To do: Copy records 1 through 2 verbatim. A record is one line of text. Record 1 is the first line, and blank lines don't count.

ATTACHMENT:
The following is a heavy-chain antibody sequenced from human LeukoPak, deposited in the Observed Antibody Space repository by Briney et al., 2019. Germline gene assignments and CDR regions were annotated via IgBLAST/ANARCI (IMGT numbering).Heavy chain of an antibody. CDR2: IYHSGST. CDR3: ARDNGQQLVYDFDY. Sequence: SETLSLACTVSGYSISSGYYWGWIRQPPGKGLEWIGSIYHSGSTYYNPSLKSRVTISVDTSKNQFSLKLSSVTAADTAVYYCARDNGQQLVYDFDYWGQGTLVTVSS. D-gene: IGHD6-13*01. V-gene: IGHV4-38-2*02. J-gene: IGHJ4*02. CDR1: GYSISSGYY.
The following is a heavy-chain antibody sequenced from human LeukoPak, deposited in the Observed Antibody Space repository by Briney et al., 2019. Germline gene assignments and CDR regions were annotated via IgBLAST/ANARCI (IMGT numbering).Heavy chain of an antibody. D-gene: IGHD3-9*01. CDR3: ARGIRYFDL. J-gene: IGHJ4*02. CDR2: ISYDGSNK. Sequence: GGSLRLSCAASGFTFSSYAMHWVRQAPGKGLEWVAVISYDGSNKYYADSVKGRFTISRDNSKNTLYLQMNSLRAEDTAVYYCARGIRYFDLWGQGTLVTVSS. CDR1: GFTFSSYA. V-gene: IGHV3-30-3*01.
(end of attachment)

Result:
The following is a heavy-chain antibody sequenced from human LeukoPak, deposited in the Observed Antibody Space repository by Briney et al., 2019. Germline gene assignments and CDR regions were annotated via IgBLAST/ANARCI (IMGT numbering).Heavy chain of an antibody. CDR2: IYHSGST. CDR3: ARDNGQQLVYDFDY. Sequence: SETLSLACTVSGYSISSGYYWGWIRQPPGKGLEWIGSIYHSGSTYYNPSLKSRVTISVDTSKNQFSLKLSSVTAADTAVYYCARDNGQQLVYDFDYWGQGTLVTVSS. D-gene: IGHD6-13*01. V-gene: IGHV4-38-2*02. J-gene: IGHJ4*02. CDR1: GYSISSGYY.
The following is a heavy-chain antibody sequenced from human LeukoPak, deposited in the Observed Antibody Space repository by Briney et al., 2019. Germline gene assignments and CDR regions were annotated via IgBLAST/ANARCI (IMGT numbering).Heavy chain of an antibody. D-gene: IGHD3-9*01. CDR3: ARGIRYFDL. J-gene: IGHJ4*02. CDR2: ISYDGSNK. Sequence: GGSLRLSCAASGFTFSSYAMHWVRQAPGKGLEWVAVISYDGSNKYYADSVKGRFTISRDNSKNTLYLQMNSLRAEDTAVYYCARGIRYFDLWGQGTLVTVSS. CDR1: GFTFSSYA. V-gene: IGHV3-30-3*01.